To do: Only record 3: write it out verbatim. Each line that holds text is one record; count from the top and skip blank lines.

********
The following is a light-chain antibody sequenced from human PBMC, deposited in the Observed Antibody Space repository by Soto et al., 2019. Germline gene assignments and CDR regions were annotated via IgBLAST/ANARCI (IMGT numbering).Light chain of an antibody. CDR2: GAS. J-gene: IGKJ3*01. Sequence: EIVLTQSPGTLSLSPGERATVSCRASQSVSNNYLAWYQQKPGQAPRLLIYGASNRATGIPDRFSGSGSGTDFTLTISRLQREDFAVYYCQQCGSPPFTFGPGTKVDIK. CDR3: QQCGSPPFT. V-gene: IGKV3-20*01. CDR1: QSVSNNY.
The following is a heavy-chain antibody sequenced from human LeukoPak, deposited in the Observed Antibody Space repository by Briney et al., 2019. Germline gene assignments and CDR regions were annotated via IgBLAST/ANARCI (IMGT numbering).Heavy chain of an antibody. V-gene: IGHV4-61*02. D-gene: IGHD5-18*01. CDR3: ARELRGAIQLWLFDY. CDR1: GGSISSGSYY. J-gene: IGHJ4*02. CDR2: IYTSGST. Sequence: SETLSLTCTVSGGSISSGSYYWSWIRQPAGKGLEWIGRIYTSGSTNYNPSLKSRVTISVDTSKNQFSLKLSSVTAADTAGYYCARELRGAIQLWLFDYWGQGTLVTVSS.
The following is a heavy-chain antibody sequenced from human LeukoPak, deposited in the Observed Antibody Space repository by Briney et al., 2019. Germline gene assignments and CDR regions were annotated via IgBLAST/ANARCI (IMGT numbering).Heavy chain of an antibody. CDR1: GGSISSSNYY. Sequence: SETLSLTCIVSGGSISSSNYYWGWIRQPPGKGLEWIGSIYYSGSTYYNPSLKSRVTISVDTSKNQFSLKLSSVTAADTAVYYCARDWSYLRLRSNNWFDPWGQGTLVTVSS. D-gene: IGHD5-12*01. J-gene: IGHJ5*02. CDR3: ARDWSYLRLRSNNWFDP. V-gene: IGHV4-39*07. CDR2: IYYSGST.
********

The following is a heavy-chain antibody sequenced from human LeukoPak, deposited in the Observed Antibody Space repository by Briney et al., 2019. Germline gene assignments and CDR regions were annotated via IgBLAST/ANARCI (IMGT numbering).Heavy chain of an antibody. CDR1: GGSISSSNYY. Sequence: SETLSLTCIVSGGSISSSNYYWGWIRQPPGKGLEWIGSIYYSGSTYYNPSLKSRVTISVDTSKNQFSLKLSSVTAADTAVYYCARDWSYLRLRSNNWFDPWGQGTLVTVSS. D-gene: IGHD5-12*01. J-gene: IGHJ5*02. CDR3: ARDWSYLRLRSNNWFDP. V-gene: IGHV4-39*07. CDR2: IYYSGST.